Prescribing self-help books on the NHS is an effective treatment for depression, a study suggests.
Patients offered books, plus sessions guiding them in how to use them, had lower levels of depression a year later than those offered usual GP care.
The effect was seen in addition to the benefits of other treatments such as antidepressants, Scottish researchers report in the journal Plos One.
Such an approach may help the NHS tackle demand for therapy, they said.
More than 200 patients who had been diagnosed with depression by their GP took part in the study, half of whom were also on antidepressant drugs.
Some were provided with a self-help guide dealing with different aspects of depression, such as being assertive or overcoming sleep problems.
Patients also had three sessions with an adviser who helped them get the most out of the books and plan what changes to make.
After four months those who had been prescribed the self-help books had significantly lower levels of depression than those who received usual GP care.
A year later, those in the self-help group were more likely to be keeping on top of their depression.
Study leader Prof Christopher Williams, from the University of Glasgow, who also wrote the books called Overcoming Depression and Low Mood, said the guided sessions were the key to getting people engaged.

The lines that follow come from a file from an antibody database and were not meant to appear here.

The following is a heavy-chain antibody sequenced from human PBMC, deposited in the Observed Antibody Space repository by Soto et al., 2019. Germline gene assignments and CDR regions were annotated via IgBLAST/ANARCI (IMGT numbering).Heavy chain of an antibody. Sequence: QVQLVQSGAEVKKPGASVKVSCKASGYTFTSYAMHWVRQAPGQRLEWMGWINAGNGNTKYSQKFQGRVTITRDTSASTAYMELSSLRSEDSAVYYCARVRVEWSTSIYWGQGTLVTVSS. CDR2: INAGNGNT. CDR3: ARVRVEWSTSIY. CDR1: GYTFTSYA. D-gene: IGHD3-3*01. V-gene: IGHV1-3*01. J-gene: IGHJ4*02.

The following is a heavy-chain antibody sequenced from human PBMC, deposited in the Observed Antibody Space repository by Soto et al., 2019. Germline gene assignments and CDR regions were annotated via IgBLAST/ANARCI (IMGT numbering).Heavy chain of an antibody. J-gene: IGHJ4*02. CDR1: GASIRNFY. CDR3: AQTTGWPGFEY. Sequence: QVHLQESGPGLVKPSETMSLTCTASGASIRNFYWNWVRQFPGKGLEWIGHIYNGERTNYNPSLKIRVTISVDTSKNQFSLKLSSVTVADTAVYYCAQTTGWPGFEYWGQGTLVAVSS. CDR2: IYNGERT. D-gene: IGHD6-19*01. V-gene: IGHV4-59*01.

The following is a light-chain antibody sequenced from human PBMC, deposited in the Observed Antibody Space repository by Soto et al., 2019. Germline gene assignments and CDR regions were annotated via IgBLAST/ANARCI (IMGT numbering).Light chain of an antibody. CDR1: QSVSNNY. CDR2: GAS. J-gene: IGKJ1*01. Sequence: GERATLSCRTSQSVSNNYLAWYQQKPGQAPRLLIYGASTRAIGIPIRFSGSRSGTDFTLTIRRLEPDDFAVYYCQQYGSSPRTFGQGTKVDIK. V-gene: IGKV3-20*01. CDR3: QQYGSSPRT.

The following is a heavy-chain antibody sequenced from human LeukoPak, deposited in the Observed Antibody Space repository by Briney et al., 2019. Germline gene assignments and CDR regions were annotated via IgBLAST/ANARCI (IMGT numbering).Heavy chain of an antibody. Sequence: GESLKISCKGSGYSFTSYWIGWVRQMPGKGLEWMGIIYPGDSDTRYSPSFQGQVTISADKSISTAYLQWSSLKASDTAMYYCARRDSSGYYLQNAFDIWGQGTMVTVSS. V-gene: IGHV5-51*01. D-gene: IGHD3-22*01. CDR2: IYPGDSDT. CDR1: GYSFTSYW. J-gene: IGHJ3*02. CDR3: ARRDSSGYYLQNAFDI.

The sessions can be delivered in general practice without referral to a specialist, taking pressure off waiting lists.
In Scotland, a telephone support service has now been set up to help support those using the books, which can be freely copied and disseminated, he added.
“We found this had a really significant clinical impact and the findings are very encouraging,” he said.
“Depression saps people’s motivation and makes it hard to believe change is possible.”
The challenge for the NHS, where self-help books are already used in many places, is how to implement this model so people have easy supported access in primary care, he said.
‘Worth investing in’
There has been huge investment in better treatment for depression in the UK in recent years with the Improving Access to Psychological Therapies programme in England set up to widen access.
It has been estimated this approach could save the NHS up to £272m and the wider public sector £700m.
But, says Prof Williams, despite the huge levels of investment, it is just not possible to refer everyone with depression to mental health services.
Dr Paul Blenkiron, consultant in adult psychiatry at Leeds and York Partnership NHS Foundation Trust, said the results showed that guided self-help is effective and is “something the NHS should be investing in”.
He is currently advising on behalf of the Royal College of Psychiatrists, on a National Books On Prescription Scheme, to be rolled out across UK public libraries this year.
Thirty books, including the one used in the study, have been selected.
But Dr Blenkiron said self-help would not be suitable for everyone: “The key thing is that the person is committed to doing some work.”